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Friday, July 29, 2005

Closed Standards, Open Standards, Ecosystems & Innovation

The ecosystem outpowering the individual supercharged pioneer in growing the market is an established trend in several industries. Bob Cringley brought the point in a different way when he wrote, Why No Single Entity is Capable of Dictating the Future. John J. Sviokla of Diamondcluster Consulting writes, Apple will soon lose its hold on the marketplace for both digital-audio players and digital songs. He sees that the iPod's features are being copied by Samsung, Dell, iRiver, Sony, and others. Competitors are adding tuners, cameras, gaming, and more to devices. They're rolling out a host of new music services. Meanwhile, the iPod has not changed much since its debut four years ago - and Apple's latest iteration, the iPod shuffle, has met with limited success. The competitors will win as they have created an economic ecosystem that powers innovation. The iPod, like most Apple products, is decidedly "closed." Your Yahoo music subscription won't work with iPod because Apple does not support Microsoft's WMA file format. More important, no one can improve on an iPod except Apple.

An ecosystem beats a product because its collective of competitors can explore and invest in many more ideas than any single company can muster. In an ecosystem, all the players share some key components. Devices that can read the Windows version of digital music (WMA) all share the song base, and almost all can use subscription services such as Napster and Yahoo's Music Unlimited. Many non-Apple devices, by contrast, can't use iTunes, just as iPods don't work with WMA. This closed system made sense for the iPod's launch phase, but once the music ecosystem has the capacity for far more experimentation - even Apple, a profoundly innovative company, won't be able to keep pace. Historically, open standards have enriched customers and fueled productivity. The Internet, with its open set of tools for communication and presentation, provides standard parts for knowledge work. The Internet ecosystem enabled massive value creation, both for incumbents like Microsoft and IBM and for new entrants like Cisco, Amazon, and eBay. But It was the ecosystem - not the market leaders - that radically expanded the market. He concludes, "Apple should be opening up the iPod and licensing iTunes to others so they can build out the ecosystem. If it doesn't, the iPod will lose, just as the brilliant Macintosh computer ceded market leadership years ago .The iPod and iTunes, like any closed system, can give Apple outsized profits - but only for a time and points out -Ultimately, no one company can out-innovate the market".I agree with him -only business models can be unique helping in market leadership but product domination through closed standards will never help a company to be at the top position for long. I am saying this despite being an ardent fan of Apple & Apple iPod.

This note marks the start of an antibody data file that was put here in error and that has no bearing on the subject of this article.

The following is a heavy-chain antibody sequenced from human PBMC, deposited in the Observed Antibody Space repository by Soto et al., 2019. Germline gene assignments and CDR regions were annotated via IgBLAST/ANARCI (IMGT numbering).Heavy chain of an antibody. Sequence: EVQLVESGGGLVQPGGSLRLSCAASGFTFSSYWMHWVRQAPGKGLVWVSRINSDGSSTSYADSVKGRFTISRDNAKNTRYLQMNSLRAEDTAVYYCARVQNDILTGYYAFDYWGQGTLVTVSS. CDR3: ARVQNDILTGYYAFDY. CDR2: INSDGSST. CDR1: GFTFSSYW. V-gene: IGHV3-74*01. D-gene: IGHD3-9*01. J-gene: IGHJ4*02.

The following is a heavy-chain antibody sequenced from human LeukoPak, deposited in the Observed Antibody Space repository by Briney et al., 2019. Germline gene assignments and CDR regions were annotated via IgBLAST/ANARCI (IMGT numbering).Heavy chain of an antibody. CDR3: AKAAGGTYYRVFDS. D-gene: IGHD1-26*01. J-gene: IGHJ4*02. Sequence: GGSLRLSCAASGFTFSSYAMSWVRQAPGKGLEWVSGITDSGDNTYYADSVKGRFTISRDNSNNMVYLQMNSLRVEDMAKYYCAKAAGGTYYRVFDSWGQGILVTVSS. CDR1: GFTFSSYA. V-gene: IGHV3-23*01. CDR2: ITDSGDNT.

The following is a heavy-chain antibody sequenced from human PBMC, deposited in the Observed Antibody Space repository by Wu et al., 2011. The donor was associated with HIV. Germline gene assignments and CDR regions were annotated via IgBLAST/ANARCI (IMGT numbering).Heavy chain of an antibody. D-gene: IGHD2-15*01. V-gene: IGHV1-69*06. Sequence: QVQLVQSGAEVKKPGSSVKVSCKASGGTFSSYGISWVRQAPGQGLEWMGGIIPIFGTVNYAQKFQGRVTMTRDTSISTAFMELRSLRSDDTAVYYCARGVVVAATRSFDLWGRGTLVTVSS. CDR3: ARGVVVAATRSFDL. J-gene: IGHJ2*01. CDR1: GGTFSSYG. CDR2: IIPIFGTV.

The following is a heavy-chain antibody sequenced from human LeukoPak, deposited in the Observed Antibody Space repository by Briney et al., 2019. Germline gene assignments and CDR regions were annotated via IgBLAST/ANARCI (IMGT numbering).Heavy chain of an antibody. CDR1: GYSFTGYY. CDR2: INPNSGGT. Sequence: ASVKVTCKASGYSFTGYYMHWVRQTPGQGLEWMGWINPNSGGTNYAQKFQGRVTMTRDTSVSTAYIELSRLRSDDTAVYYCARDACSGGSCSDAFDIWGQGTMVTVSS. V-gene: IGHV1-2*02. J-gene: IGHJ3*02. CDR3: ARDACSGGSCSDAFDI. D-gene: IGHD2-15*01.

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Sadagopan's Weblog on Emerging Technologies, Trends,Thoughts, Ideas & Cyberworld
"All views expressed are my personal views are not related in any way to my employer"